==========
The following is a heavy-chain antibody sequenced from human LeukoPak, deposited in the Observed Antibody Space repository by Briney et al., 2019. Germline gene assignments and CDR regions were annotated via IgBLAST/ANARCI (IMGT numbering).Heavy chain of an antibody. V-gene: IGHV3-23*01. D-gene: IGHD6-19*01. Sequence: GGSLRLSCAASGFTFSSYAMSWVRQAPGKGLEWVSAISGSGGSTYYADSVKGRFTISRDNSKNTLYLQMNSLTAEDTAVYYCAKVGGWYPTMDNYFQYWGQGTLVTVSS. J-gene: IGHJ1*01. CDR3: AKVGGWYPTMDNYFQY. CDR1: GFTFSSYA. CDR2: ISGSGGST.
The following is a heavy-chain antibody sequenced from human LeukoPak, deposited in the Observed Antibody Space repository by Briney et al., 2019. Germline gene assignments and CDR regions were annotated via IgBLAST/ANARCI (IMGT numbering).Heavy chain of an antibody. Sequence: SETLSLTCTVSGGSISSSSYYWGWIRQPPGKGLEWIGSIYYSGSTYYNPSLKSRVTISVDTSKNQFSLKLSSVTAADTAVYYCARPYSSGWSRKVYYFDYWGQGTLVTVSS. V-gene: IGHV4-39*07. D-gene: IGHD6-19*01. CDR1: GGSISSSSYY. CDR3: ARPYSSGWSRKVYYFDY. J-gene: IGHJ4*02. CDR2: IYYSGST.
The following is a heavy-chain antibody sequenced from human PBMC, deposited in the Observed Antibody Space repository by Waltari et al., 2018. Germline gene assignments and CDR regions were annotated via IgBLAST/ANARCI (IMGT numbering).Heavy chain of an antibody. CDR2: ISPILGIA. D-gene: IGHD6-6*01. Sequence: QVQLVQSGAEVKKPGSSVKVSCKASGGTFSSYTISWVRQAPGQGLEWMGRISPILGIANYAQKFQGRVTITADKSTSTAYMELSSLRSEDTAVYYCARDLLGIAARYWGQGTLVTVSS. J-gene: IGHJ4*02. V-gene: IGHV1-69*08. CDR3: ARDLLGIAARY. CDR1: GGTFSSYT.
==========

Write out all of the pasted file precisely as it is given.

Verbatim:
The following is a heavy-chain antibody sequenced from human LeukoPak, deposited in the Observed Antibody Space repository by Briney et al., 2019. Germline gene assignments and CDR regions were annotated via IgBLAST/ANARCI (IMGT numbering).Heavy chain of an antibody. V-gene: IGHV3-23*01. D-gene: IGHD6-19*01. Sequence: GGSLRLSCAASGFTFSSYAMSWVRQAPGKGLEWVSAISGSGGSTYYADSVKGRFTISRDNSKNTLYLQMNSLTAEDTAVYYCAKVGGWYPTMDNYFQYWGQGTLVTVSS. J-gene: IGHJ1*01. CDR3: AKVGGWYPTMDNYFQY. CDR1: GFTFSSYA. CDR2: ISGSGGST.
The following is a heavy-chain antibody sequenced from human LeukoPak, deposited in the Observed Antibody Space repository by Briney et al., 2019. Germline gene assignments and CDR regions were annotated via IgBLAST/ANARCI (IMGT numbering).Heavy chain of an antibody. Sequence: SETLSLTCTVSGGSISSSSYYWGWIRQPPGKGLEWIGSIYYSGSTYYNPSLKSRVTISVDTSKNQFSLKLSSVTAADTAVYYCARPYSSGWSRKVYYFDYWGQGTLVTVSS. V-gene: IGHV4-39*07. D-gene: IGHD6-19*01. CDR1: GGSISSSSYY. CDR3: ARPYSSGWSRKVYYFDY. J-gene: IGHJ4*02. CDR2: IYYSGST.
The following is a heavy-chain antibody sequenced from human PBMC, deposited in the Observed Antibody Space repository by Waltari et al., 2018. Germline gene assignments and CDR regions were annotated via IgBLAST/ANARCI (IMGT numbering).Heavy chain of an antibody. CDR2: ISPILGIA. D-gene: IGHD6-6*01. Sequence: QVQLVQSGAEVKKPGSSVKVSCKASGGTFSSYTISWVRQAPGQGLEWMGRISPILGIANYAQKFQGRVTITADKSTSTAYMELSSLRSEDTAVYYCARDLLGIAARYWGQGTLVTVSS. J-gene: IGHJ4*02. V-gene: IGHV1-69*08. CDR3: ARDLLGIAARY. CDR1: GGTFSSYT.